Public comment period through October 27.
Governor Newsom cancelled the Delta Tunnel project (then called California WaterFix) in early 2019 and promised a fresh look at the project.
Now, two-and-a-half years later, the Department of Water Resources has just released the Draft Environmental Impact Report (DEIR) for the current version of the Delta Tunnel, which it calls the Delta Conveyance Project.
Despite DWR’s claims, the single tunnel project is no better for the Delta than the twin tunnels project. Here are the key issues:
- 2-3 intakes on the Sacramento River in Hood, Courtland, and possibly Clarksburg. Each intake would be a quarter of a mile long and take 3000 cubic feet per second from the river.
- By taking fresh water from the top of the Delta and bypassing the rest of the ecosystem, less fresh water will be available in the Delta, resulting in degraded water quality for Delta residents, agriculture, fish and wildlife.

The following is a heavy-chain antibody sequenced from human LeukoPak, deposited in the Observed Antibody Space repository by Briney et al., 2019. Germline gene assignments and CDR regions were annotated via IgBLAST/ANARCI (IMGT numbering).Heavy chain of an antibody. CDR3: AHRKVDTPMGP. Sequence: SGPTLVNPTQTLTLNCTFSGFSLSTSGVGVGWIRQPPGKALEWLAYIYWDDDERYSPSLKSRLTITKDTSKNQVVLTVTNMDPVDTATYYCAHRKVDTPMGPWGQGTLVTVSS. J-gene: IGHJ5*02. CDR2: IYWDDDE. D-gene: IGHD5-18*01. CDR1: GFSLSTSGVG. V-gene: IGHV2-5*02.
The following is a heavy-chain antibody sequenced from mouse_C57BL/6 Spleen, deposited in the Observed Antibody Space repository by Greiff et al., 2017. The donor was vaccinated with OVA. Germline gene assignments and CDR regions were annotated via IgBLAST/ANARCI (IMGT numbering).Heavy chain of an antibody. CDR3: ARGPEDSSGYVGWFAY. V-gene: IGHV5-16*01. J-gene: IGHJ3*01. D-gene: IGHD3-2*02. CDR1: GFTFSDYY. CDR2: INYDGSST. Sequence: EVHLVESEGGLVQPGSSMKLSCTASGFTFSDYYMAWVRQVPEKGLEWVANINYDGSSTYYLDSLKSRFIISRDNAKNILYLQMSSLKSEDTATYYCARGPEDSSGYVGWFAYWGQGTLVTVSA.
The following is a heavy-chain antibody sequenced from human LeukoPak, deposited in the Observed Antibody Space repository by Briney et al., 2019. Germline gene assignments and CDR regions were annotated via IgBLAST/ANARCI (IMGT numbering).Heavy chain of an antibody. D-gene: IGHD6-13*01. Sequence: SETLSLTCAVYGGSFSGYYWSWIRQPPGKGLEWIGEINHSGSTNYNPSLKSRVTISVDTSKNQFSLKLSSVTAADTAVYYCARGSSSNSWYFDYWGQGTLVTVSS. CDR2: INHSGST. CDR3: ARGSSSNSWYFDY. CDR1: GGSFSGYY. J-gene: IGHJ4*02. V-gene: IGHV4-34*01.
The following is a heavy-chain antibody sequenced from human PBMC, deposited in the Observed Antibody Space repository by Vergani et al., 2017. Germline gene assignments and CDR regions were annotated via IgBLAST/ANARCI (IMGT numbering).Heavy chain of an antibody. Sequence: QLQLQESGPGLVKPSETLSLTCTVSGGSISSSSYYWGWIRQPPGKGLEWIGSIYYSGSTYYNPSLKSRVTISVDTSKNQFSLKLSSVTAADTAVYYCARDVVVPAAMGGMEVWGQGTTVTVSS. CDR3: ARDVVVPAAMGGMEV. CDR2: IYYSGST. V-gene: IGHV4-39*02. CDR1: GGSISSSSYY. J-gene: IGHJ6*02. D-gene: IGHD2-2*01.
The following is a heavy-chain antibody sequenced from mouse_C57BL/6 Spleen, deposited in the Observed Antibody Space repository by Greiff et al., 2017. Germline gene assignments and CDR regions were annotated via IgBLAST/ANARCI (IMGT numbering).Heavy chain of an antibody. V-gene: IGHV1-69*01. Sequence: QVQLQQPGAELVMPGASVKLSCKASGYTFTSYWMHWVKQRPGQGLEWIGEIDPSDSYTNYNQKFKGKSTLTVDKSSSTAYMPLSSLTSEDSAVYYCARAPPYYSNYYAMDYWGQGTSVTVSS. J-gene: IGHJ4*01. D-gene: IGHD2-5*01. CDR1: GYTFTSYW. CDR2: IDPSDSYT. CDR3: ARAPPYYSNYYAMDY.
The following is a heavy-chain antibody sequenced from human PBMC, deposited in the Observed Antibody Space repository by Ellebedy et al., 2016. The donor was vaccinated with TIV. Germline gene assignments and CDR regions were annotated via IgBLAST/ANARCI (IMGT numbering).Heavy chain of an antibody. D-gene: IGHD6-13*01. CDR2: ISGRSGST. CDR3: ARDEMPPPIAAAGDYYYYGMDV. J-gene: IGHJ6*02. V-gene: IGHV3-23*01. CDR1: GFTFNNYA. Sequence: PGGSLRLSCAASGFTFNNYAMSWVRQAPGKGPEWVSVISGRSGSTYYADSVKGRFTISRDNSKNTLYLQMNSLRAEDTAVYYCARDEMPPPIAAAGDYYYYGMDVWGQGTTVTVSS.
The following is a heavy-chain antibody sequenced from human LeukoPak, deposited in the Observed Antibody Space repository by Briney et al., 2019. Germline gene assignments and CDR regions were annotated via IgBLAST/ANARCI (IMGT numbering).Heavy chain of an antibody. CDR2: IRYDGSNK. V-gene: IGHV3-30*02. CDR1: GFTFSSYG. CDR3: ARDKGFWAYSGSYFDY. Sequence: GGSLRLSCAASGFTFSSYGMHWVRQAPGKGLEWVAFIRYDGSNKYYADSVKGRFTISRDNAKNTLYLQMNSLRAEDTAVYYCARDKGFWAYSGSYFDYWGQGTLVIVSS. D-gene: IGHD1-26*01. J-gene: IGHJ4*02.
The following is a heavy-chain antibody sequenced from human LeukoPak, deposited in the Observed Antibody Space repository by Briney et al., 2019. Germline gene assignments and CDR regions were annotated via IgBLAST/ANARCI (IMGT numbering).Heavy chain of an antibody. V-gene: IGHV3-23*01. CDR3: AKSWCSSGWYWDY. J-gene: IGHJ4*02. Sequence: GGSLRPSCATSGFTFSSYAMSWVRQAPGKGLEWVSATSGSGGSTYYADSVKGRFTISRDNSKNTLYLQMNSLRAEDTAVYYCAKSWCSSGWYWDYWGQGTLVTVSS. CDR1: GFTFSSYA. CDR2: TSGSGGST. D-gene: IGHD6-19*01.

- The 40-foot diameter concrete tunnel would be approximately 45 miles long, buried 150 feet below the surface.
- 14 years of construction, 24 hours a day, 7 days a week, creating air pollution, noise, community and business disruption, and economic losses for the Delta.
- Heavy truck trips on I-5 and local roads (200,000+ truck trips).
- More Harmful Algae Blooms (HABS) in the Delta.
- Permanent Tunnel Muck – 123 acres of muck piled 15 feet high with no plan to actually re-use the so-called “Reusable Tunnel Material.”
- Loss of farmland for construction of intakes and the tunnel.
Loss of even more farmland for habitat restoration to mitigate the negative impacts to the already fragile Delta ecosystem.
What are the next steps?
We will be working to review the new DEIR to provide comments. We will be holding workshops in Clarksburg to understand the current proposal and develop our community response. We won once — we can win again.